In search of roots

by Arn Schaefer

This is an article purely for beginners and novices though if some of you more experienced members feel like a belly laugh, read on. It concerns my search for roots and some of the experiences I have had while doing so.

Every once in a while I see a large tree in some container or standing in a place where I might have some chance of relieving its owner of the burden of looking after such a dilapidated specimen. I usually proceed to do so with alacrity especially if it seems to have any Bonsai potential whatsoever. Usually I don't even bother to look at good surface rootage, mainly because I am not in a tearing hurry, and roots can be grown if necessary.

Having got my prize home I usually spend a few hours gloating and drooling over it frequently discovering that many more imperfections exist than I had seen in the first flush of discovery. Not to worry, in a few years time it can still be a beautiful tree.

Now to work.

The tree has obviously been standing in the same container for the past ten year-s so it is completely root-bound or worse. What that worse can mean I shall come to later on. So the first step is to rid the tree of all unwanted branches and foliage to minimise the shock to its system. Then the container is cut away and the delicate archaeological process of excavation starts. The top of the soil is delicately scraped away usually exposing masses of hair roots which can be clipped away since they make further excavation almost impossible like fighting your way through a bramble bush. Sooner or later the larger roots should appear if you should be so lucky!

If you are not one of the world's natural born winners, you could land up with a fantastically proportioned tree with one huge tap-root and very little else in which case you lop off as much as you deem safe and replant the thing while encouraging top root growth for the next five years, repeating the pruning operation repeatedly.

Now suppose that we are lucky.Some large roots have made their appearance and we land up with a tree which has a fine tapering base and some majestic roots to give it stature and stability. No more need be said. Leave a little of the old soil in place, plant the tree lovingly into a new pot with new soil surrounding all the hungry new root ends which have been bared and you should be A-for-Away.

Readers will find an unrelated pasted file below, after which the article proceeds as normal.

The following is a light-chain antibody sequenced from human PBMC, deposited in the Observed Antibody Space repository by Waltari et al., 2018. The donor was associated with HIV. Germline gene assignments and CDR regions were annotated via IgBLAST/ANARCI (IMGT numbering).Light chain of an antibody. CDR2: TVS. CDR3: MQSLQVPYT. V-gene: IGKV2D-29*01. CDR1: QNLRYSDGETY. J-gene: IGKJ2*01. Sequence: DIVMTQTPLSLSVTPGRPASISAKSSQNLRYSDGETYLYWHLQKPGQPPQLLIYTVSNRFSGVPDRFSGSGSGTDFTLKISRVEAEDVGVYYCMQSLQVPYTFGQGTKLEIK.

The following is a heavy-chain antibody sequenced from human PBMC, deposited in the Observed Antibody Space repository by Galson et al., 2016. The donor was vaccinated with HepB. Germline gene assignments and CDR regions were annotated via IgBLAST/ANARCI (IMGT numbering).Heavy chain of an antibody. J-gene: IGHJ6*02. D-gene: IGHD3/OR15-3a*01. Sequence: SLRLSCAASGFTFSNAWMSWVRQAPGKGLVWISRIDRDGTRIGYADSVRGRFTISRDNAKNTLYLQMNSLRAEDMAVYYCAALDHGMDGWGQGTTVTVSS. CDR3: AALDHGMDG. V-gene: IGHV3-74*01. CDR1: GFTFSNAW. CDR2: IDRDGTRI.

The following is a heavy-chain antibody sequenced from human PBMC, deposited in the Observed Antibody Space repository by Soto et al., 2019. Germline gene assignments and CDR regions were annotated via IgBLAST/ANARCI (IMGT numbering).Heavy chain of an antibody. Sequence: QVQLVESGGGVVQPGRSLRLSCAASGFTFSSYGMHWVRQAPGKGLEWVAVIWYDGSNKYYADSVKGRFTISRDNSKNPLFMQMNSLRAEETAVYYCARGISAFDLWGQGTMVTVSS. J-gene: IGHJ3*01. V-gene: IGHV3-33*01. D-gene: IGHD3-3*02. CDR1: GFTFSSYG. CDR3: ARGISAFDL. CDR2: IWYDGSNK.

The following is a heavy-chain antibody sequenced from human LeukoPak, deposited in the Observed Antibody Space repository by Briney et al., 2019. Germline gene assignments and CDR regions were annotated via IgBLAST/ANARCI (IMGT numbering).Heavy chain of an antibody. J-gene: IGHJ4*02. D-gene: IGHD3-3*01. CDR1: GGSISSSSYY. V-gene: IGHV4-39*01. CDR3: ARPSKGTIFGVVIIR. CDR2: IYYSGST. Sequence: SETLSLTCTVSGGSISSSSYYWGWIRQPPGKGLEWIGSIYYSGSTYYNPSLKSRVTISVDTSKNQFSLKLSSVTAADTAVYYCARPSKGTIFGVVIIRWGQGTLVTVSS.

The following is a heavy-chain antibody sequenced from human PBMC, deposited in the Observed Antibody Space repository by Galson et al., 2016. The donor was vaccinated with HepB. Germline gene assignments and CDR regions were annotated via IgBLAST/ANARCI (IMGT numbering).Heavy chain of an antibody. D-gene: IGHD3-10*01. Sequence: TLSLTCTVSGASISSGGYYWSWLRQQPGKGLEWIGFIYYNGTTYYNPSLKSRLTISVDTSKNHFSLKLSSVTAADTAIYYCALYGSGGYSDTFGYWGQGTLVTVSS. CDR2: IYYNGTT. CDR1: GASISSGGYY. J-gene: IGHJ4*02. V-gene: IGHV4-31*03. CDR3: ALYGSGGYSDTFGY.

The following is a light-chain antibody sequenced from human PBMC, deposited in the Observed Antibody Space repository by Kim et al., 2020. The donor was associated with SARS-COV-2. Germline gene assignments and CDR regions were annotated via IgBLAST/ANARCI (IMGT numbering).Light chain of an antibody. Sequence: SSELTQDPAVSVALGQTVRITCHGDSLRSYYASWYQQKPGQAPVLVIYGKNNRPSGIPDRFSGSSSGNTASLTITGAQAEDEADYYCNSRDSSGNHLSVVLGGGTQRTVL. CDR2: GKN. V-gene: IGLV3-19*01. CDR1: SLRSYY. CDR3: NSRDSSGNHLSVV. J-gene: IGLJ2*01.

Now to come to the more dire possibilities of root archaeology. The next possibility has not yet occurred with any trees I have tackled personally but one of my respected mentors has told me it can happen. He removed the container, sawed through the root-ball about halfway up and then proceeded to turn his attention to the top part of the root ball. On shaking the tree, all the roots dropped of and he was left with a bare stump. What had happened was that the roots had penetrated to the bottom of the container, found there was nowhere else to go and had made a U-turn and returned to the top. On sawing through the root ball half way up, the whole tree was deprived of rootage. Exit one tree!

My own last experience which culminated rather tragically recently, unless some miracle occurs in the next few months, went rather differently. The said majestic cedar had obviously been standing in its container for twenty years or so. The container had been sunk into a large container and when I got it, a few thickish roots were peeping over the edges for all the world looking like prisoners with their hands over the wall trying to escape. Off they came and for good measure the tree was trimmed back to a few branches which I felt it needed instead of the thicket it looked like when I got it.

My root excavation started from the top.

The soil was so worked out that it consisted mainly of dead roots and the excavation proceeded at a snail's pace. Every now and then large roots would appear and these would be followed round and round the pot and then they would disappear without really getting thicker The pot was peeled down in size until it was only about 25cm high. Still no good roots had been found and I rested for a week or two from my labours. The tree started to look a little dry so I thought I had better transplant it though the season was not right.

Much to my horror when removing the container entirely, I found the whole of the bottom filled with dead roots, not a sign of anything living to be seen with the exception of where I had worked from the top. Obviously with this particular tree all the bottom roots had died off because of crowding and lack of nutrient Higher up in the container some aeration and nutrition was still available so a matted network of roots grew to try and supply the needs of the tree.

All that could be done was to plant the tree into coarse sand and hope that a miracle would occur.

Another chapter in my education to become a Bonsai grower has had a few lines added to it. I hope writing about it has dragged a few people along with me on my voyage of discovery.

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Right at my feet -

and when did you get here,

snail? ~ Issa

Random Bonsai Tip

Straightening training wire - For those who don't know and for those who have forgotten - to straighten training wire that has been removed from a tree, grasp each end of the wire with a pair of pliers and jerk apart. Alternatively, grasping one end of the wire in a vice, and the other with pliers is much more effective as then it is possible to rub the shaft of a screwdriver up and down the wire getting rid of the small bumps.